Understanding that Egypt’s militant groups are interconnected in both Sinai and the mainland, the Egyptian military has recently demolished ten tunnels connecting North Sinai with Gaza Strip, aiming to dry up arms smuggling channels that fuel the capacity of Wilayat Sinai militants in North Sinai as well as other groups such as Hasm in the mainland. As part of the campaign, fuel, vehicles, and IED-making materials were found in the tunnels (Masrawy, March 11).

Most recently, Egypt’s military issued a detailed statement, profiling its counterterror operations in which 46 suspected militants across the country had been killed and another 100 were arrested and 204 explosive charges were detonated in north and central Sinai. The statement also reported that the military destroyed 15 militant strongholds (Egyptian Ministry of Defense, March 11).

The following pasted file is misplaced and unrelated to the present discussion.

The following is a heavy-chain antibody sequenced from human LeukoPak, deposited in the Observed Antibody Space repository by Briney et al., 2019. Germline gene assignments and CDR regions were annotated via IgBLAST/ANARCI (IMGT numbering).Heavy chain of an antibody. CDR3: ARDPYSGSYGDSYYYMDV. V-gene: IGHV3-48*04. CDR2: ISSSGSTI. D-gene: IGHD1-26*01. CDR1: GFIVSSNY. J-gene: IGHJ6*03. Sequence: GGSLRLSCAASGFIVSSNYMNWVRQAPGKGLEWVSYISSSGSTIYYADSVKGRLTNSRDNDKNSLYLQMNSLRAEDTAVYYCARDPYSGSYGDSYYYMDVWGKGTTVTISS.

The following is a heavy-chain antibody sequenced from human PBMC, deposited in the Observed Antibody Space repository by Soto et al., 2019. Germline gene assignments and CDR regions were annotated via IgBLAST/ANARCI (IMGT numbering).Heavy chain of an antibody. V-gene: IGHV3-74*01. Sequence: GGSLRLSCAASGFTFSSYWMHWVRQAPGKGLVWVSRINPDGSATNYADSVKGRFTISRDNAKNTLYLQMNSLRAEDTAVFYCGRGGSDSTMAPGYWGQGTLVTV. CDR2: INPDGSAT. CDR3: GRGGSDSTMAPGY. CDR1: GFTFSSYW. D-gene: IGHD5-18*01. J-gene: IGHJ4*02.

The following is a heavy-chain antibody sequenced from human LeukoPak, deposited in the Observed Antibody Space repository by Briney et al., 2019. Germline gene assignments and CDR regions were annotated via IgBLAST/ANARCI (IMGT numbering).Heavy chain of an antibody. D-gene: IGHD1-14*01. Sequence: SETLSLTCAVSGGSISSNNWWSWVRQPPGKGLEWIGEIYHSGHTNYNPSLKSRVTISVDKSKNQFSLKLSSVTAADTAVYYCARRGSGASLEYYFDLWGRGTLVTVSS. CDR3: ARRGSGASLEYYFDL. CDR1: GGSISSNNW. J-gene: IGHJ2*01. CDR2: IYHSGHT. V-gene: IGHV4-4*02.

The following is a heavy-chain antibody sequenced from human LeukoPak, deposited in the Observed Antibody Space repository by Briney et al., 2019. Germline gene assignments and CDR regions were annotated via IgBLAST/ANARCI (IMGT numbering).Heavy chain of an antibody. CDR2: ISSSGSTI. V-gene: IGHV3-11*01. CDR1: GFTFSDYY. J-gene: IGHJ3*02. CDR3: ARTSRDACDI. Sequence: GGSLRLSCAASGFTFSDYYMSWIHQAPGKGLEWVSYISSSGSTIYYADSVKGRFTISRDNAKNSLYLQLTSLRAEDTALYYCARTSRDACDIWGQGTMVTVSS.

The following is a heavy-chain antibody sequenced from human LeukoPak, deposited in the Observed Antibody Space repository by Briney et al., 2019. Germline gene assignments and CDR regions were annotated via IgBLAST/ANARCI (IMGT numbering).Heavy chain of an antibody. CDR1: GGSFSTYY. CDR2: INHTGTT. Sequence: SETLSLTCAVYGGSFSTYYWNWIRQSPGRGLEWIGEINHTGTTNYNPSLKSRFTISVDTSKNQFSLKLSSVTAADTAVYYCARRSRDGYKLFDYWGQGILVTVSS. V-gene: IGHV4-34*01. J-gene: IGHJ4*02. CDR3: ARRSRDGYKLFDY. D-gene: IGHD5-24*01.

As a result of the continuous military’s crackdown on militant groups across the country, Hasm’s activities have waned since the end of 2017. Successful operations against Wilayat Sinai have also impacted the morale of other militant groups, making them more cautious to adopt violent tactics. Yet, to completely eradicate militancy activities, which is a necessary step to create a stable climate for investments and economic growth, the military’s counterterror campaign needs a broader contribution from civil society. The gap between Egyptian society and the security apparatus is partly caused by economic malaise as well as the increasing restrictions on freedom of expression and speech, which isolate civil society from the military’s counterterror efforts and negatively affects grassroots opposition to militancy.


[1] See video of Ministry of Interior’s statement https://www.youtube.com/watch?v=ZHthvcsvLhs